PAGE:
A little controversy didn’t hurt, but the ending was as convincing as their dominant starting pitching.
The White Sox earned their first World Series berth since 1959 Sunday night in their typical crazy style with a 6-3 comeback victory over the Los Angeles Angels for the American League pennant.
The Sox eliminated the Angels 4-1 in their best-of-seven AL Championship Series as Jose Contreras allowed only five hits in pitching the Sox’s fourth consecutive complete game.
The Sox will open the World Series on Saturday night at U.S. Cellular Field against either Houston or St. Louis.
The five-day break will allow the Sox and their Series-starved fans to celebrate, recuperate and assess the madness that led to their conquest.
The Sox players were at the top of the dugout steps throughout Sunday’s game, aiming for a shot at a World Series championship that has eluded the franchise since 1917.
Sox pitchers limited the Angels to 11 runs in the five games. And the offense did its part by scoring four times in the final three innings Sunday.
The Sox scored the go-ahead run in the eighth with the help of the poster boy for controversy–A.J. Pierzynski.
Pierzynski hit a sharp grounder off reliever Kelvim Escobar, who tracked down the ball but tried to tag Pierzynski up the first-base line instead of throwing to first.
First-base umpire Randy Marsh called Pierzynski out on the tag, although Pierzynski and manager Ozzie Guillen immediately argued that Escobar touched Pierzynski with his glove while holding the ball in his bare right hand.
After Marsh consulted with home-plate umpire Ed Rapuano, the out call was reversed, prompting an argument from Angels manager Mike Scioscia and litter dumped onto the right-field warning track.
Closer Francisco Rodriguez came in for Escobar with Aaron Rowand, who had walked, on second and Pierzynski on first. Joe Crede then hit a soft grounder that second baseman Adam Kennedy dived to field in shallow center.
Third-base coach Joey Cora waved Rowand home, and Rowand’s head-first slide beat Kennedy’s off-balance, off-line throw to score the winning run.
Crede had tied the game in the seventh with a leadoff homer off Escobar.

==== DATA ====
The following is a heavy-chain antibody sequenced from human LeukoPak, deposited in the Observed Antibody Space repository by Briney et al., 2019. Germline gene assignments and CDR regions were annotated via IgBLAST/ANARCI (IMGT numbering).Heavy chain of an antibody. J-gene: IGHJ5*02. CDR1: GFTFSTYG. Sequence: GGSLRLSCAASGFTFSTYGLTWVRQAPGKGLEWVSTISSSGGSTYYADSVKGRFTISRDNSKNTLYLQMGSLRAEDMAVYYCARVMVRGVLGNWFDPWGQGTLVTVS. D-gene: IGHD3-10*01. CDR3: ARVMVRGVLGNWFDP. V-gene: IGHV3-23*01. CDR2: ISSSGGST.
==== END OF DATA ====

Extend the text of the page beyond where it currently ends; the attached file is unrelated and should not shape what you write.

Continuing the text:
Paul Konerko continued his clutch hitting with an RBI double off the right-field wall in the ninth as rare Southern California rain in October fell harder and chants of “Let’s Go White Sox” became louder among a sellout crowd of 44,712 at Angel Stadium.
Rowand capped the rally with a sacrifice fly.
With his Angels facing elimination, Scioscia made no secret of his intent to manage with the highest sense of urgency. He slipped Vladimir Guerrero from third to fourth in the batting order, trading places with Garret Anderson.
Anderson moved from left field to center to replace struggling 40-year-old Steve Finley, who was only 2-for-9 in the ALCS and had only 35 extra base hits during the regular season after slugging 36 home runs with Arizona and Los Angeles in 2004.
And Scioscia admitted before the game he would employ his bullpen as frequently as needed.
There were a couple of twists to the Angels’ approach. Their batters were more aware of Contreras’ split-finger fastball and dropping the barrels of their bats to try to lift the sinking pitch.
And at the request of starting pitcher Paul Byrd, the speed of each pitch wasn’t registered on the scoreboard.
The Sox, who displayed a lack of patience against Byrd in a Game 1 loss, didn’t administer much damage against him.
But with one out in the fifth, Juan Uribe pulled a double down the left-field line for his first extra-base hit of the series.
Scott Podsednik worked Byrd for walk, prompting Angels pitching coach Bud Black to visit the mound as reliever Scot Shields began to warm up.
Tadahito Iguchi swung weakly at Byrd’s first pitch for a weak fly to shallow left for the second out, but Jermaine Dye came through with a double to left center that gave the Sox a 2-1 lead.
Scioscia, backing up his pre-game intent, pulled Byrd after 4 2/3 innings. Shields stopped the rally by inducing Konerko to fly out deep to left.
Contreras, meanwhile, wasn’t nearly as sharp as his Game 1 loss. Juan Rivera led off the third with a double down the left field line.
Contreras’ pickoff throw skipped into center field that moved Rivera to third, where he scored on Kennedy’s single to tie the game at 1-1. Guillen even visited the mound after a walk to Anderson. The advice seemed to work as Guerrero grounded into a force play.
Entering Game 5, the Sox’s starting pitchers had thrown a first-pitch strike to 88 of the 127 batters in the ALCS. But Contreras threw three consecutive balls to start the fifth before Kennedy reached safely on an infield hit.
Chone Figgins snapped a 1-for-15 slump by ripping a Contreras pitch down the right field line with Kennedy running on the pitch.
A fan reached over the low right field wall to grab the ball, and right field umpire Ron Kulpa immediately ruled a ground rule double.
But Scioscia quickly contended that Kennedy would have scored if the fan had not interfered. After a brief discussion, crew chief Gerry Crawford signaled Kennedy home for the tying run, and Figgins eventually scored on a sacrifice fly for a 3-2 Angels lead.